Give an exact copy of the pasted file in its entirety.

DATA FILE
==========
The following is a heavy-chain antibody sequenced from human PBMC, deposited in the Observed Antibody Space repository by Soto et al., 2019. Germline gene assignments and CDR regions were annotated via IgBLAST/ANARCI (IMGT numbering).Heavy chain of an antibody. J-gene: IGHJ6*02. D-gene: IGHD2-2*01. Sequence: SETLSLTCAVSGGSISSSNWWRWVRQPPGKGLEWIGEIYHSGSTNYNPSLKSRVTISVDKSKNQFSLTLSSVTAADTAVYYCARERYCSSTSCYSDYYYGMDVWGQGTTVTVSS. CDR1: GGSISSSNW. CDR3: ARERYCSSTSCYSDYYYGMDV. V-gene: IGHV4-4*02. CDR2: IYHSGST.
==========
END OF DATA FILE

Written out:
The following is a heavy-chain antibody sequenced from human PBMC, deposited in the Observed Antibody Space repository by Soto et al., 2019. Germline gene assignments and CDR regions were annotated via IgBLAST/ANARCI (IMGT numbering).Heavy chain of an antibody. J-gene: IGHJ6*02. D-gene: IGHD2-2*01. Sequence: SETLSLTCAVSGGSISSSNWWRWVRQPPGKGLEWIGEIYHSGSTNYNPSLKSRVTISVDKSKNQFSLTLSSVTAADTAVYYCARERYCSSTSCYSDYYYGMDVWGQGTTVTVSS. CDR1: GGSISSSNW. CDR3: ARERYCSSTSCYSDYYYGMDV. V-gene: IGHV4-4*02. CDR2: IYHSGST.